Google's next Chromecast might support VRR, ALLM and QMS

Mike Wheatley

Amlogic, the chipmaker that supplies the silicon used in the vast majority of Chromecast devices, is building a more powerful processor that could bring advanced functionality to Google’s streaming sticks.


The company hasn't made any official announcement thus far, but the latest chip was revealed as part of a reference box design by a company called Sei Robotics at the IBC 2023 show.

The design suggests that the next-generation Amlogic S905X5 will support features including HDMI 2.1 connectivity and Variable Refresh Rates, and these could find their way into the next Chromecast device, whenever Google launches one.

Amlogic has not yet published the specifications of the S905X5 chip, but Sei Robotic’s reference box design reveals that it is built on a 6 nanometer process node. That suggests the chip is highly advanced, and Sei Robotics claims it will use 50% less power than Amlogic’s existing flagship chipset, the S905X3, while maintaining the same level of performance.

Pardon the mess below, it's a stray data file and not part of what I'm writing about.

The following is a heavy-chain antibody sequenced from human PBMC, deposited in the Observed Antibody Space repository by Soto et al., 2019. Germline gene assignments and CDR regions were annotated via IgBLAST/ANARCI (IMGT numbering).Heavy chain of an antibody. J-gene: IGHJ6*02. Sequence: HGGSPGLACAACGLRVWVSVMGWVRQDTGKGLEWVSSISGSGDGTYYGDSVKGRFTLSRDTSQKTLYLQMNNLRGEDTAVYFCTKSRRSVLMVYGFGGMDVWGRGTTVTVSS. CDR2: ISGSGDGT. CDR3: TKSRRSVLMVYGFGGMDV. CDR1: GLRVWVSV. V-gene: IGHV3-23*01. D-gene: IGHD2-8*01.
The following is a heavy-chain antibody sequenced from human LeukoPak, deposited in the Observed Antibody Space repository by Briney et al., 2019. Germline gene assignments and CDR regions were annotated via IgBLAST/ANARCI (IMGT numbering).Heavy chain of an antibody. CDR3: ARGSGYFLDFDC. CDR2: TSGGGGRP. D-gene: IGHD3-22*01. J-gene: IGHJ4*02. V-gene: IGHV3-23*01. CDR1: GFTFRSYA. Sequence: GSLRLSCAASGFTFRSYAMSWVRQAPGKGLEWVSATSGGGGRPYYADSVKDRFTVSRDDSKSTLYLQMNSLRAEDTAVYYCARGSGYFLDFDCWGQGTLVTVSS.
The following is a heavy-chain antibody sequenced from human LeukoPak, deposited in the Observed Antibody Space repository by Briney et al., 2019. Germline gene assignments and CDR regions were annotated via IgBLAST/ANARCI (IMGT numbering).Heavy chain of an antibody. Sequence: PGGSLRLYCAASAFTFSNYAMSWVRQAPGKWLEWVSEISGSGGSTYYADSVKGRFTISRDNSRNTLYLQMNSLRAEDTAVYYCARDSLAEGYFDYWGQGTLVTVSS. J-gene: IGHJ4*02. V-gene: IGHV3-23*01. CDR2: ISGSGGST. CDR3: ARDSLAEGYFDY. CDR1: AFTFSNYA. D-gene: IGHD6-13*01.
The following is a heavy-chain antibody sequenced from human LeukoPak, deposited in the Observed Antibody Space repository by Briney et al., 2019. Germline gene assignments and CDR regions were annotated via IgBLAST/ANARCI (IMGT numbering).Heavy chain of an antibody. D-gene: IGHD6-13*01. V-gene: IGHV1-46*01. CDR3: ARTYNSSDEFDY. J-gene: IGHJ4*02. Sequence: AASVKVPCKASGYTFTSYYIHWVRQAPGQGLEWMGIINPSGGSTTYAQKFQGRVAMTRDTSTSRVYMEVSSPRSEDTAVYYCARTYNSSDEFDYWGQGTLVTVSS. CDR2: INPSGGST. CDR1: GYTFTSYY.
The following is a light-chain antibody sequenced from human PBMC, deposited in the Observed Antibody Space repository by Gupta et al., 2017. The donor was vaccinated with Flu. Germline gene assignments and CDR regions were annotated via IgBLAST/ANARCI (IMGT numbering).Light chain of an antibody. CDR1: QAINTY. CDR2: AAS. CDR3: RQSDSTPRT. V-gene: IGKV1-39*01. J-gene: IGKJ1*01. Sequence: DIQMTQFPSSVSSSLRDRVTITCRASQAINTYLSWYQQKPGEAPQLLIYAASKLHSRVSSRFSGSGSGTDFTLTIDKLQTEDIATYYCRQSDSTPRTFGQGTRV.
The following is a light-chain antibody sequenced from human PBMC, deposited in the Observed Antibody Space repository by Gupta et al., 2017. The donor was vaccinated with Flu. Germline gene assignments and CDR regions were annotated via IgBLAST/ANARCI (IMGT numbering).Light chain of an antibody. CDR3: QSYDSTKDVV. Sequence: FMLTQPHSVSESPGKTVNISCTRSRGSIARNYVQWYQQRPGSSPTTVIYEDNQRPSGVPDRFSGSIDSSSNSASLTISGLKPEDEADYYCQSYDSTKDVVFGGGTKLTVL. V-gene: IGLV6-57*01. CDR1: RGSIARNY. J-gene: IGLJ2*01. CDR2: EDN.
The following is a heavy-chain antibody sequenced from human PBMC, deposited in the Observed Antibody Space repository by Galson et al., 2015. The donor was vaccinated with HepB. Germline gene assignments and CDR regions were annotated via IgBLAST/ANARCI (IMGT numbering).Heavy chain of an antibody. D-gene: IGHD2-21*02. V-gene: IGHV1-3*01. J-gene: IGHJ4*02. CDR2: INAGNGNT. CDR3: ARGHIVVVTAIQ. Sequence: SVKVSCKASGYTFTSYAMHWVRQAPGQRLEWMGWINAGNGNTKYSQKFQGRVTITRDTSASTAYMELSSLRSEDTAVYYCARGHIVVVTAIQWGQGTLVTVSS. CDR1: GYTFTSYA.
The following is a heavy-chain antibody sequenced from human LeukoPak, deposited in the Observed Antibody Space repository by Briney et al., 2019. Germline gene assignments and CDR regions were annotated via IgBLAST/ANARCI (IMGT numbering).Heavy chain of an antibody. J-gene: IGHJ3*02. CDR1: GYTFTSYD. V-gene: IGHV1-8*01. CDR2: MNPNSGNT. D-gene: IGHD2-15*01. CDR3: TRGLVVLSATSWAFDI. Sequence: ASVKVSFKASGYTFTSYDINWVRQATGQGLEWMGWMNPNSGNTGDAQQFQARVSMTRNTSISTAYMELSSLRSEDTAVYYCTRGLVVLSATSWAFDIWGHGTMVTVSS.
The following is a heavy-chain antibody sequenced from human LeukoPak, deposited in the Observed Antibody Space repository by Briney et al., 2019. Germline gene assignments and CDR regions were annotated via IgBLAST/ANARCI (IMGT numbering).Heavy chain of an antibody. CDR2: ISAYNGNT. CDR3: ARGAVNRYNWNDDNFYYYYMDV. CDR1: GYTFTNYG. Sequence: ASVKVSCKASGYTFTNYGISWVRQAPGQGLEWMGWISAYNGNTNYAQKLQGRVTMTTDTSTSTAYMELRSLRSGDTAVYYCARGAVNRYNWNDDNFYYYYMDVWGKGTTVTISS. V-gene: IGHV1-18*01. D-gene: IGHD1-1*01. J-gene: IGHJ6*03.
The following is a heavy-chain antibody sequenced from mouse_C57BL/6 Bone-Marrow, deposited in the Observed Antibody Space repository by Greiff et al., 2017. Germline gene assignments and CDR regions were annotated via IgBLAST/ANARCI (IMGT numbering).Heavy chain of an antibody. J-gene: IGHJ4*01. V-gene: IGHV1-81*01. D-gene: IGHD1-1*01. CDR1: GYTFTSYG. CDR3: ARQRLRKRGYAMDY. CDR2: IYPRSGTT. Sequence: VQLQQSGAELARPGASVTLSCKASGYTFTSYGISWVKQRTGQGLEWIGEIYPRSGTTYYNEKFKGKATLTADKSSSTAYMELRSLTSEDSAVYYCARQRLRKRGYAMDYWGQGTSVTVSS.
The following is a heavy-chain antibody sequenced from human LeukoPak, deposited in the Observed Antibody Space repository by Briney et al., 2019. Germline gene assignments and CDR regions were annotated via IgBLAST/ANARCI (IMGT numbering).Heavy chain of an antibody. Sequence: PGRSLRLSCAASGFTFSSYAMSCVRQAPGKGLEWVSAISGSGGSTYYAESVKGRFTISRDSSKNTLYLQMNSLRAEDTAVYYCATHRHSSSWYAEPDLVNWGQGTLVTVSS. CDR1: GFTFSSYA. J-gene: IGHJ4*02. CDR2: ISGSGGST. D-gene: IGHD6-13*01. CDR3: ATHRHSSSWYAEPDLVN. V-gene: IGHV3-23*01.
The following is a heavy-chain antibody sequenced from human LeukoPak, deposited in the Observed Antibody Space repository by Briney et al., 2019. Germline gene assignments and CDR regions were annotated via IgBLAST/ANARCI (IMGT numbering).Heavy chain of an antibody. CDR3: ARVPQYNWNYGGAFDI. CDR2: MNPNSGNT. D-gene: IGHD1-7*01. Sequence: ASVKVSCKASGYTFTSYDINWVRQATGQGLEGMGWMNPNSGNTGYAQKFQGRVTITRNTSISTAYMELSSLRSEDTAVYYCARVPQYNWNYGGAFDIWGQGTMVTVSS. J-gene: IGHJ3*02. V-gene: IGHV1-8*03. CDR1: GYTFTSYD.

Sei Robotic’s reference box also supports HDMI 2.1 and its associated features, such as VRR, Auto Low-Latency Mode and Quick Media-Switching. Other capabilities advertised include HEVC, AV1 and VVC video decoding.

It’s encouraging news for Chrmecast fans, as most of Google’s earlier dongles have been fitted with Amlogic’s chips. For instance, the Chromecast 4K – Google’s latest version – uses the existing S905X3 chip.

The advanced features could also find their way into next-gen Google TV media boxes. For instance, Mecool’s latest box is powered by the Amlogic S905X4 chipset. In contrast, most televisions that run Google TV and Android TV use chips from MediaTek or Realtek.

Of course, there’s no guarantee that manufacturers will actually take advantage of the chip’s new capabilities, even if they use it in their upcoming hardware. However, the possibility certainly exists that Chromecast and other streaming devices could get some very useful upgrades.